By Amy Zewe
May of our followers and supporters here with The Jerusalem Connection Report are open to learning and are already aware of issues such as antisemitism, Arab-Israeli tensions and violence, the need to support the Jewish people worldwide as well as the state of Israel as a Jewish homeland, and the need for Jesus’ salvation—an invitation open to all humanity.
But do you know how many people in the United States don’t know even basic history dating back less than 100 years?
In our forums we discuss history via the Bible, of course, and via archeology and its findings and discoveries with Shelley Neese’s insights. We discuss insights within Judaism through valued Jewish scholarly input and teachings. We examine the roots of theological antisemitism including replacement theology. We explore the needs of Israelis and seek ways to offer help. We discuss and explore modern manifestations of antisemitism including the trifecta of (1) the radical left/secular humanism and its ally (2) the Islamic tier of power and political influence and (3) the more familiar fascist tendencies of neo-Nazis still present in American and Europe.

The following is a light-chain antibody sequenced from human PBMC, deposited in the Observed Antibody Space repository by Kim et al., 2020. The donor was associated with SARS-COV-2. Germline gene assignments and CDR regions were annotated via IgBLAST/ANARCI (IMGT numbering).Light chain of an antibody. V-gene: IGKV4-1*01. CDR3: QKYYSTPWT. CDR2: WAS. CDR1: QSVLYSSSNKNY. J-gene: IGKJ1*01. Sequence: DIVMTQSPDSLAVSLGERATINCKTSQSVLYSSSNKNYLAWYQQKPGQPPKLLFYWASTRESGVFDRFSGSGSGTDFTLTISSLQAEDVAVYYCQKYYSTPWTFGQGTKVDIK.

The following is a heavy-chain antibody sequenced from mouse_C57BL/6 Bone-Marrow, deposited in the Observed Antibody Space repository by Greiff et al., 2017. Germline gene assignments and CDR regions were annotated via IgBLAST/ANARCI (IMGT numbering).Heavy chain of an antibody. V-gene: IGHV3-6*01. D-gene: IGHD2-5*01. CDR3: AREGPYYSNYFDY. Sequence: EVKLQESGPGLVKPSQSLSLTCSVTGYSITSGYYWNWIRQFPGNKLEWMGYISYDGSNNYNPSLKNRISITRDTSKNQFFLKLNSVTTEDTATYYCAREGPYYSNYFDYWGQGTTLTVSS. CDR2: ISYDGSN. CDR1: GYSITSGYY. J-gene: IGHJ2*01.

These are all topics that we didn’t really expect to explore too deeply in our public-school upbringing and likely not find in our college level history classes.
However, World War II and the Holocaust are recent enough that we still have firsthand accounts of them, and recent enough that modern technology such as photographs, films, audio recordings, and 20th-century record keeping provide evidence. This era is so close to who we are today and so accessible. It seems like educational mal-practice that Americans, through various educational avenues—public schools, community, state, and private colleges and universities, and even the access to things like the History Channel and the Learning Channel—all lead to a counter-intuitive result that, alarmingly, shows a too-large percent of ignorance regarding the Holocaust.
Several studies recently have indicated some frightening results:
The Tribune News Service reported recently one-tenth of young adults surveyed by the Conference on Jewish Material Claims Against Germany believe Jews caused the Holocaust, and another 10 percent think it may not have happened all! That is 1 in 5 young adults, 20% think the holocaust did not happen or if it did, it was somehow the victim’s fault. How can anyone arrive to either of those two conclusions?
According to Yahoo News, a survey found that 80 percent of Americans between the ages of 18 and 39 were ill-informed about the Holocaust.